There is a narrow window of pH which is considered ‘normal’ for human blood (pH 7.35 – 7.45).  Patients who are critically ill tend to have a build-up of toxins in their bloodstream, and some of these are acidic.  The presence of an acidic environment can affect the function of vital organs such as the kidneys and brain.  Because of the potential risk of exacerbating blood acidity, some clinicians avoid using 0.9% saline and prefer buffered solutions in these patients. This practice is especially prevalent in the surgical realm and is endorsed by national guidelines8.

The latest Cochrane review addressed this question by looking at 21 studies involving 20213 participants (adult and children included)9.  The authors included studies on patients with critical illness (including trauma and burns) and those undergoing emergency surgery during critical illness. Patients undergoing elective surgery were excluded.  The authors analysed in-hospital mortality rate, the incidence of organ dysfunction (kidney, lungs, liver and brain), electrolyte levels in the blood, and the need to receive blood transfusions.  They found that:

  1. buffered solutions made no difference to overall mortality (high-certainty evidence);
  2. buffered solutions may make no difference in reducing the number of patients with worsening kidney function (low-certainty evidence); and
  3. it was uncertain whether buffered solutions reduce impairment of other organs or electrolyte imbalances, or whether they affect the need to receive blood transfusions (very low-certainty evidence).

Where does this leave us?

The latest Cochrane review provides strong evidence that 0.9% saline is comparable to buffered solutions in mortality outcomes when used for fluid resuscitation.  This is of interest not just because of cost differences (Hartmann’s solution is marginally more expensive, Plasma-Lyte much more so), but also in light of the recent temporary shortage of buffered solutions in certain regions of the UK10.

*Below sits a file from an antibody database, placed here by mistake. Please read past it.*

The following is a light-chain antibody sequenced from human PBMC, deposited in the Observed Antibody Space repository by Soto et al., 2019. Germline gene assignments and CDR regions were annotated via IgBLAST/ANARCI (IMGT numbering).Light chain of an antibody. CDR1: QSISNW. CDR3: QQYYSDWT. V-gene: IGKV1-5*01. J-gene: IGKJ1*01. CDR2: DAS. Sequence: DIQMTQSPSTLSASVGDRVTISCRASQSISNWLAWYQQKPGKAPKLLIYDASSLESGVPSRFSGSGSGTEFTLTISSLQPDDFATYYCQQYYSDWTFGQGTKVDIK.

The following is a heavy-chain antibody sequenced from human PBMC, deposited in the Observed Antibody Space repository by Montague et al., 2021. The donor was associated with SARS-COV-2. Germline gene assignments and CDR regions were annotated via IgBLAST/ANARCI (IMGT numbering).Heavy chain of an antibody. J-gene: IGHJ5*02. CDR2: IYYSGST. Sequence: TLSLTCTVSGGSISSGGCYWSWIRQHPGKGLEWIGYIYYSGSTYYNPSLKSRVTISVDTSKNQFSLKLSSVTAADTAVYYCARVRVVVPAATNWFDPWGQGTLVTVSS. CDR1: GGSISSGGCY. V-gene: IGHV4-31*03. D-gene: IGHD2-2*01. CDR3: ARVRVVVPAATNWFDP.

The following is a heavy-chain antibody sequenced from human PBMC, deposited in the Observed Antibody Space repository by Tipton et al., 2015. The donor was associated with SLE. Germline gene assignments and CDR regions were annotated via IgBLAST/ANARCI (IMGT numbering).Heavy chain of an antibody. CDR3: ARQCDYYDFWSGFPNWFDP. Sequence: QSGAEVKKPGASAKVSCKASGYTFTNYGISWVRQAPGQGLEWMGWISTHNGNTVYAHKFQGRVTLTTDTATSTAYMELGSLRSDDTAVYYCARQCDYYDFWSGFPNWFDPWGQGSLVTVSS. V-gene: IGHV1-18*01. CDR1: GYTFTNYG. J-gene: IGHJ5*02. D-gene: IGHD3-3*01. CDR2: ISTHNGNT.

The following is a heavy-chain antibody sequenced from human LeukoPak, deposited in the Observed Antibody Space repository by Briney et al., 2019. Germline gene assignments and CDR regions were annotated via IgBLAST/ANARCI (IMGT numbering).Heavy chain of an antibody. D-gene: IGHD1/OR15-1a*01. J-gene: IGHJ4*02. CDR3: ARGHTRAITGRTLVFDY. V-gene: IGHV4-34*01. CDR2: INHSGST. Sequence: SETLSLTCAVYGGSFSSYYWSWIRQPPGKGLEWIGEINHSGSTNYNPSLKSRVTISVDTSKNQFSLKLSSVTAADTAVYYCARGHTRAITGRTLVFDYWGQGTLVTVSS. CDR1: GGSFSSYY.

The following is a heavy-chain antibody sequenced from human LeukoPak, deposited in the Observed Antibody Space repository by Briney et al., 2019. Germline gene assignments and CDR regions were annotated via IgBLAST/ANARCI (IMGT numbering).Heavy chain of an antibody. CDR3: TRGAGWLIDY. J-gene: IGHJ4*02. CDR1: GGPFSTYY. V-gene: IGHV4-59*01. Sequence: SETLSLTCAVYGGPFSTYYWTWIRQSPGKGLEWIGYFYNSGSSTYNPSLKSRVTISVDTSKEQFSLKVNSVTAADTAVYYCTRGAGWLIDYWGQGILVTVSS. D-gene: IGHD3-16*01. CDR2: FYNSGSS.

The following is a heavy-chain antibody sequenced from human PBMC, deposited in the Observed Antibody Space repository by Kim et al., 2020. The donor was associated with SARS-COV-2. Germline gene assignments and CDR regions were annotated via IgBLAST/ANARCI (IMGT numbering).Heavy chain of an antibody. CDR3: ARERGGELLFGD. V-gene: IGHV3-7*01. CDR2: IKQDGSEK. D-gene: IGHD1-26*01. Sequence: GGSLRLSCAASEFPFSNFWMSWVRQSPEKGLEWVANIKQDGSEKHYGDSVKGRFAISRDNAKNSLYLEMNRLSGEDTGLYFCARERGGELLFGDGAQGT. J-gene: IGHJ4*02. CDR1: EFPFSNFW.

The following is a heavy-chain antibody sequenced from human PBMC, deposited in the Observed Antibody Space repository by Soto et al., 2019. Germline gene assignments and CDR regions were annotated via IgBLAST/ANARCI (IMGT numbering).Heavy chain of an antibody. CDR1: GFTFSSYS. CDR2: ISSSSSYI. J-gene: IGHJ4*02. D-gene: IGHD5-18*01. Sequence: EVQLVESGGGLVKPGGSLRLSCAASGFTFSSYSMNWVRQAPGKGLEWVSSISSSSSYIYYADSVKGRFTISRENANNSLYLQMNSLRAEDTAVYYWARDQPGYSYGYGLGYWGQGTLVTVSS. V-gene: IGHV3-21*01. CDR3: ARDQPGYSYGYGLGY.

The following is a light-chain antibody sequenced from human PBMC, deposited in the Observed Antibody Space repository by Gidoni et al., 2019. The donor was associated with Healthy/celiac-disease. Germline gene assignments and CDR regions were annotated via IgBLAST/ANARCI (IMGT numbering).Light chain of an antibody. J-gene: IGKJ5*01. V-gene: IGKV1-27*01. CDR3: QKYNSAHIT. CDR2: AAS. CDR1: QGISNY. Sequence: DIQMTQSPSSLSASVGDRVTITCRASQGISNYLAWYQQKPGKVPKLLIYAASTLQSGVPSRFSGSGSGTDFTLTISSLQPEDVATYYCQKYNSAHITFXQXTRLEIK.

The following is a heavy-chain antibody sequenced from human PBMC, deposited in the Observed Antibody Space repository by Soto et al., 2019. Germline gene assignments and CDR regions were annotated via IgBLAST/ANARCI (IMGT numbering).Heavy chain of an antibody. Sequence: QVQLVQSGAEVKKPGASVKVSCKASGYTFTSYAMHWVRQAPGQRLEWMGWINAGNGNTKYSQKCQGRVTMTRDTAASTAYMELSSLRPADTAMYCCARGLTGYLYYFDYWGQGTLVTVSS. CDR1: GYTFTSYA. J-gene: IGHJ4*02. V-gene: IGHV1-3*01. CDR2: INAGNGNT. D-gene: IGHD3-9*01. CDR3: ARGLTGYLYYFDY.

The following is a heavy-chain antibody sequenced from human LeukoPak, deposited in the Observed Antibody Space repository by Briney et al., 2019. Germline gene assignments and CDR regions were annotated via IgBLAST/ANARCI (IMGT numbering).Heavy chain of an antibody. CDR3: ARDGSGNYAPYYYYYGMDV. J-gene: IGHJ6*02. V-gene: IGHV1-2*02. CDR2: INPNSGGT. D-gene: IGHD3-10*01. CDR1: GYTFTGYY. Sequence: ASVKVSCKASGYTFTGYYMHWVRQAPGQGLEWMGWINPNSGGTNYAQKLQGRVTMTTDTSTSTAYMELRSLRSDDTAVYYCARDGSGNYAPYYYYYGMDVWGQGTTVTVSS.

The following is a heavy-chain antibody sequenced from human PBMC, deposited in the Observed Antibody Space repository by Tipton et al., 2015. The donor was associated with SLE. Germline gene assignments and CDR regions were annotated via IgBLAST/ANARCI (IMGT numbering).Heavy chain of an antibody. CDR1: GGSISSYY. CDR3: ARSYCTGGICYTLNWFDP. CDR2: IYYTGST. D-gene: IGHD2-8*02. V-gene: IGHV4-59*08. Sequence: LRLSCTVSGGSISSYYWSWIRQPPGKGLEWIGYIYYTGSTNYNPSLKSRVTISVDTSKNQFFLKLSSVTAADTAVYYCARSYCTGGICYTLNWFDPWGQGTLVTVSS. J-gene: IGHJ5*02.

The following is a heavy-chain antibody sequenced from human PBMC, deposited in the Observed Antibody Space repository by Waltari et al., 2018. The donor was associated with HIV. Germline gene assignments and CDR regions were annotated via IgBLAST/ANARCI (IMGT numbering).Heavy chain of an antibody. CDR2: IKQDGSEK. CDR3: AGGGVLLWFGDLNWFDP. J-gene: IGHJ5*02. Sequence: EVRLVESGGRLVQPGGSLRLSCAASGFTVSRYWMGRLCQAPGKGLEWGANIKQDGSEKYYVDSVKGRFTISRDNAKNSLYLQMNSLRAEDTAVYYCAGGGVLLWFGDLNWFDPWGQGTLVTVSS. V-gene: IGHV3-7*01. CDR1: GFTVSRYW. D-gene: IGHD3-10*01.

The effect of buffered solutions on kidney function is less certain, and it is even more difficult to draw conclusions on other-organ dysfunction, electrolyte imbalances and the need to receive blood transfusions due to the very low quality of evidence.  It is hoped that future studies will shed more light on these remaining issues.

Take-home points:

  • Colloids are probably no better than crystalloids for fluid resuscitation.
  • Buffered solutions make no difference to overall mortality and may make little or no difference to kidney function, compared with 0.9% saline.
  • More research is needed to determine whether buffered solutions have a significant impact on electrolyte levels and the need for blood transfusions.

Join in the conversation on Twitter with @KinsengT @CochraneUK @Cochrane_ACE or leave a comment on the blog.

References may be found here.

Kinseng Tong has nothing to disclose.


Kinseng Tong

About Kinseng Tong

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Kinseng is a Foundation Doctor at University Hospitals of Morecambe Bay NHS Foundation Trust. He graduated from Oxford University in 2018, and during his time at medical school he has developed an interest in evidence-based medicine and plastic surgery. Through this role he hopes to encourage a wider audience (particularly junior trainees) to incorporate the latest research evidence in their daily practice. Twitter handle: @KinsengT